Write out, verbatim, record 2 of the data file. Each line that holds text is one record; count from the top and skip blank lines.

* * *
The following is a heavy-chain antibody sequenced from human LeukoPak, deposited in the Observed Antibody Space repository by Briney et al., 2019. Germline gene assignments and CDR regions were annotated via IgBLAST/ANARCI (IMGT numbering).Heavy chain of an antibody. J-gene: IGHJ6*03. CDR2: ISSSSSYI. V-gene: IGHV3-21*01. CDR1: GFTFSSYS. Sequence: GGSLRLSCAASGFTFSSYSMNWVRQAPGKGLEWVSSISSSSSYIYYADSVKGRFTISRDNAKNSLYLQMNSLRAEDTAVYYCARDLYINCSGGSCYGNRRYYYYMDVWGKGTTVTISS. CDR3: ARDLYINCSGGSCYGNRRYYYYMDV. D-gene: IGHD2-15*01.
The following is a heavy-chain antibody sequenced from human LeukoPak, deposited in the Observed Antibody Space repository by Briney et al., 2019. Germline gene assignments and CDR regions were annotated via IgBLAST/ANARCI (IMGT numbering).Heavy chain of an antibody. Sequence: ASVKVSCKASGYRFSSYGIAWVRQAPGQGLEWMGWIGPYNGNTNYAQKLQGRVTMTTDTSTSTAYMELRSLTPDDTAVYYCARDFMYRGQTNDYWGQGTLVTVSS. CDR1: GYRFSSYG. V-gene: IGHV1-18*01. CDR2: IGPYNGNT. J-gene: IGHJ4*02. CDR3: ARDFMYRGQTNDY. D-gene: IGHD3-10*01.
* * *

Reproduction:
The following is a heavy-chain antibody sequenced from human LeukoPak, deposited in the Observed Antibody Space repository by Briney et al., 2019. Germline gene assignments and CDR regions were annotated via IgBLAST/ANARCI (IMGT numbering).Heavy chain of an antibody. Sequence: ASVKVSCKASGYRFSSYGIAWVRQAPGQGLEWMGWIGPYNGNTNYAQKLQGRVTMTTDTSTSTAYMELRSLTPDDTAVYYCARDFMYRGQTNDYWGQGTLVTVSS. CDR1: GYRFSSYG. V-gene: IGHV1-18*01. CDR2: IGPYNGNT. J-gene: IGHJ4*02. CDR3: ARDFMYRGQTNDY. D-gene: IGHD3-10*01.